Why it matters: Especially in a post-pandemic world, our reliance on the internet and communication tools based on it keeps growing, making contact with people from diverse origins basically unavoidable. Zoom seems to be thinking about that, as it plans new features for its video chat platform that hopefully will facilitate comprehension between users of many different nationalities.
Zoom held the 2021 edition of Zoomtopia this week. There, they demonstrated many upcoming new features, among them real-time translation which is intended to break down language barriers during video conferences. The feature will be available in beta this month and expected to be generally available by the end of the year. Zoom is still working out the list of supported languages but the aim is to have 12 translation and 30 transcription languages by the end of 2022.
The demo presented during the event showed an English speaker having his speech translated in real-time in the form of Japanese and Chinese subtitles, with a German speaker translated into English in the same fashion coming right after.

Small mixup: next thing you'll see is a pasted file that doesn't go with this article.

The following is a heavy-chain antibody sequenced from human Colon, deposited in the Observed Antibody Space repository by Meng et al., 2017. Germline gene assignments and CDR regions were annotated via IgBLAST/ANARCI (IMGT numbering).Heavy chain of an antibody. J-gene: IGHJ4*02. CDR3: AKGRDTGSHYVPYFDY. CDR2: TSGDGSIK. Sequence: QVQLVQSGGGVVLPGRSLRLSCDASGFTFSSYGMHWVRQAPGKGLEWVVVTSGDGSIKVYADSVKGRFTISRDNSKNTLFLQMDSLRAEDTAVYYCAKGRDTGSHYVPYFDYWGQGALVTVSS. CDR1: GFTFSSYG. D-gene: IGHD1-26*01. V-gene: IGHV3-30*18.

This real-time transformation of speech into translated written text works thanks to AI-powered algorithms working in conjunction with machine translation. The algorithm transcribes the spoken message, and then machine translation turns the written version of the speech into subtitles exhibited in different language.
Zoom didn’t fully develop this in-house however, rather they achieved this integration through Kites, a startup they acquired back in June. It wasn’t specified if Zoom would charge for the new functionality, nor exactly which are the 12 languages the app will be able to translate as demonstrated, but Portuguese and Korean were used to complement the feature reveal.
Although it’s fallen from the spotlight in the past few years, Skype already features speech translation although you will see Microsoft focusing mostly on Teams these days, which competes with the likes of Slack and Zoom to an extent.
Zoom also revealed that it intends to bring an expansion to their automated transcription of speech service. For now, it only works with English.